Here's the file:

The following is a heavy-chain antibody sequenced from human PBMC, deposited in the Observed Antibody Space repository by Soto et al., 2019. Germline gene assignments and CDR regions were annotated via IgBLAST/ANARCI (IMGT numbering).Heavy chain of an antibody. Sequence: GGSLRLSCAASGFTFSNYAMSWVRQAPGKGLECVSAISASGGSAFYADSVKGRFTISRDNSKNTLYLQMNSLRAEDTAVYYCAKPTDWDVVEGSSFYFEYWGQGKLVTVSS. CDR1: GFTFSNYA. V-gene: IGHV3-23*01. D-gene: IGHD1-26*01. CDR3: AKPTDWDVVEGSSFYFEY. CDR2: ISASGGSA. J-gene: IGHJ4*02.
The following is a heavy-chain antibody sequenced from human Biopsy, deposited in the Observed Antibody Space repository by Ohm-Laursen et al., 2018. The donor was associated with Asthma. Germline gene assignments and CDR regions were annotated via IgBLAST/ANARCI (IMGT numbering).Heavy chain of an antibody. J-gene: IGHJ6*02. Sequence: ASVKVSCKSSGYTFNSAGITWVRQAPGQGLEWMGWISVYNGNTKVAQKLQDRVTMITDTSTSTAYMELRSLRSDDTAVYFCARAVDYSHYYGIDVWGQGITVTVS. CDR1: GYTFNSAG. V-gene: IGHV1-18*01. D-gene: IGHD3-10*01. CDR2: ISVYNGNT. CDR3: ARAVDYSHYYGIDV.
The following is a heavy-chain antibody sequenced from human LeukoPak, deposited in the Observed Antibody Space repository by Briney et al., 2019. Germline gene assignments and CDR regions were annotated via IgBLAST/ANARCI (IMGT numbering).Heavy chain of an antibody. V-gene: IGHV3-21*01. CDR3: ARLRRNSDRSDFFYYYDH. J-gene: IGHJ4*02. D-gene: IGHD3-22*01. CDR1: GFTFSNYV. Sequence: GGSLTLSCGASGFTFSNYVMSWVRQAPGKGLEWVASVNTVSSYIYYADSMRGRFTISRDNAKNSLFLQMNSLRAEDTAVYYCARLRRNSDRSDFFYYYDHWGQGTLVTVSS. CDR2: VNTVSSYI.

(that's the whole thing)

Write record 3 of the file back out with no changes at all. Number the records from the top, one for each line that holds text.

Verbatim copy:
The following is a heavy-chain antibody sequenced from human LeukoPak, deposited in the Observed Antibody Space repository by Briney et al., 2019. Germline gene assignments and CDR regions were annotated via IgBLAST/ANARCI (IMGT numbering).Heavy chain of an antibody. V-gene: IGHV3-21*01. CDR3: ARLRRNSDRSDFFYYYDH. J-gene: IGHJ4*02. D-gene: IGHD3-22*01. CDR1: GFTFSNYV. Sequence: GGSLTLSCGASGFTFSNYVMSWVRQAPGKGLEWVASVNTVSSYIYYADSMRGRFTISRDNAKNSLFLQMNSLRAEDTAVYYCARLRRNSDRSDFFYYYDHWGQGTLVTVSS. CDR2: VNTVSSYI.